Like most peanut farmers in the Virginia-Carolina region this summer, Cecil Byrum has been waiting on two things: Rain and information. Both came late. Scattered and spotty showers have been the norm this summer. The information regarding the new provisions of the peanut program was still trickling out of the clouds like a light mist on the wind when the Southeast Farm Press made a tour through Virginia peanut country in late August.
“Right now, one of the most difficult things is the uncertainty, not having the rules and regulations,” says Byrum, who farms with his father, Roland, in Zuni, (pronounced Zun-I) Va.
Had he known that the president was going to sign the farm bill on May 13, 2002, Byrum would not have planted peanuts. Amid the uncertainty, however, he planted the minimum amount of peanuts to protect what he thought would be his quota.
After all, we're talking about peanuts, and this is southeast Virginia. History records the first commercial production near here. Peanuts are as much a part of the culture as a Tidewater brogue.
“For such a small amount of acreage, peanuts have played such a stable part of the income on our farm,” Byrum says. He also scaled back cotton production from 900 to 600 acres, opting for wheat and soybeans.
For the 2002 season, Byrum says he felt “that he owed it to the crop that's been so good to us to go with one more cycle,” despite the lack of information. “We're running out of time to do much learning about how to market our peanuts. The lack of information, combined with the short crop is going to make it very difficult to make an intelligent decision about how to market our crop.”
Needless to say, folks here didn't support the new program. They're still working to find a way to grow peanuts without a quota-based program, amid less income.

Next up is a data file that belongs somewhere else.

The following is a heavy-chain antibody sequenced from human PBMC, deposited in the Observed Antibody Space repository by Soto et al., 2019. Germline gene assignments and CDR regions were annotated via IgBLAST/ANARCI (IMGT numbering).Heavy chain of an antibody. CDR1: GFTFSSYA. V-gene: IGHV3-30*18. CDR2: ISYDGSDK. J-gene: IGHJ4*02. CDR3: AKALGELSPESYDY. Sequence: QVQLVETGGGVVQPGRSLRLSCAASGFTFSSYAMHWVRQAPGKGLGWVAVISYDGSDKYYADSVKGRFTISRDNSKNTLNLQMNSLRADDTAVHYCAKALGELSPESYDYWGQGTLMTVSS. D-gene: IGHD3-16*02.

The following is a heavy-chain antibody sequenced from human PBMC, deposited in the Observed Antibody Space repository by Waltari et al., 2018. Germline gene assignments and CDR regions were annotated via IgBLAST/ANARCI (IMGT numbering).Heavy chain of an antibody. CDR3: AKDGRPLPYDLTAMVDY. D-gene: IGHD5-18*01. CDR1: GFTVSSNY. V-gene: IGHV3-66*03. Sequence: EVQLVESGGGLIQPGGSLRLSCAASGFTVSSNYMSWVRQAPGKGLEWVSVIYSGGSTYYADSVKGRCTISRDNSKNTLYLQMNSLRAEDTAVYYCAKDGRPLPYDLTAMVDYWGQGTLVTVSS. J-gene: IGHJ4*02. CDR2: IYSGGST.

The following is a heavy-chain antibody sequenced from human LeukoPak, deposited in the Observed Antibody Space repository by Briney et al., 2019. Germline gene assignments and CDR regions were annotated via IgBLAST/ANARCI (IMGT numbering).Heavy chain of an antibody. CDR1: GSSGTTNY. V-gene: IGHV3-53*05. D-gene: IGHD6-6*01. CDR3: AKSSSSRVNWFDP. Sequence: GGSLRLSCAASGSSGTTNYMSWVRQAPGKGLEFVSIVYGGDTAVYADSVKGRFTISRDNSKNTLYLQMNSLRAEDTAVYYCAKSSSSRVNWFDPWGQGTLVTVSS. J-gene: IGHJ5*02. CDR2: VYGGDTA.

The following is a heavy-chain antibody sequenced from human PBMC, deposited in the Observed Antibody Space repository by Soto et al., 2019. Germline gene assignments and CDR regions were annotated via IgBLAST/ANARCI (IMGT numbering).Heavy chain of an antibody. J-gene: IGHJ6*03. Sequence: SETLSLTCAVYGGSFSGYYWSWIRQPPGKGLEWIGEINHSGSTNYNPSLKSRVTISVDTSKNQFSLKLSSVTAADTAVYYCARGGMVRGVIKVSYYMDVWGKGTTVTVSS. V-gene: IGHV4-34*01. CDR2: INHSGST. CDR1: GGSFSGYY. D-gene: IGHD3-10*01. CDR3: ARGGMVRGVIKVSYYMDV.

In late August, Byrum's computer was advising him against planting peanuts for next year.
But the new program isn't the only concern Byrum has at harvest. Yields have been dropping for the past several years. Producers have yet to get a handle on the drop in yields. Diseases such as tomato spotted wilt virus, Cylindrocladium black rot and Sclerotinia blight are driving up peanut production costs, but the reasons behind the yield decline are still a mystery.
For his part, Byrum has average yields of 3,200 pounds per acre. His father, Roland, averages about 3,400 pounds per acre. Both numbers are down from 3,800 pounds only a few years ago.
“To be able to grow peanuts for $355, I believe peanut farmers will have to average at least 3,700 or 3,800 pounds per acre,” Byrum says. Maintaining those kinds of yields, however, may require disease-resistant varieties as well as new cultural practices. He also believes conservation-tillage may play a role for those who continue to grow peanuts.
In regard to the new peanut program, he finds himself “grateful” for a quota buyout, but reluctant to accept what it means. “I would much rather have the right to grow peanuts than take the buyout money,” Byrum says.
“We didn't support this program,” he says. “I feel like it will be a slow death to peanut production unless there's a contract offered for Virginia-type peanuts” The first contracts offered in the area came in early September: $425 per ton for 25 percent of production.
The quota buyout may help in the short-run, but even that sweetener has its lumps.
He says it's going to be extremely important to keep the buyout money out of the farm account to avoid “muddying the waters. It would be hard to tell if you're making money if you commingle the buyout money in the farm account.”
Byrum's statement to the peanut company was, “Peanut production is going to have to stand on its own. I'm not going to use the buyout to subsidize peanut production.” He sells to Morven Partners and Birdsong Peanuts.
Although he owned quota, Byrum believes the true losers in the buyout will be the landowners. “I truly believe there will be a lot of land that changes hands once this buyout is over with,” he says. “A lot of people will be asking, ‘Why am I doing this?’” Land in southeastern Virginia can fetch more from a developer than it can from a farmer.
“It's almost hard to imagine life without peanuts,” Byrum says, referring to his farm in particular and acreage in southeastern Virginia. Small towns in the area which were already drying up won't survive without the stable income peanuts provided, he believes.
Taking a look at the situation on computer in late August, Byrum can see that he may not be planting peanuts next year. But, even that, decision requires more thought. There's the peanut equipment to deal with. “I don't plan on investing in anything” with regards to peanuts, he says.
He'll likely make the decision about planting peanuts by next February. “We tend to do things long-term,” Byrum says. “We don't decide we're going to grow peanuts one day and then do it the next. We look at which crops work.”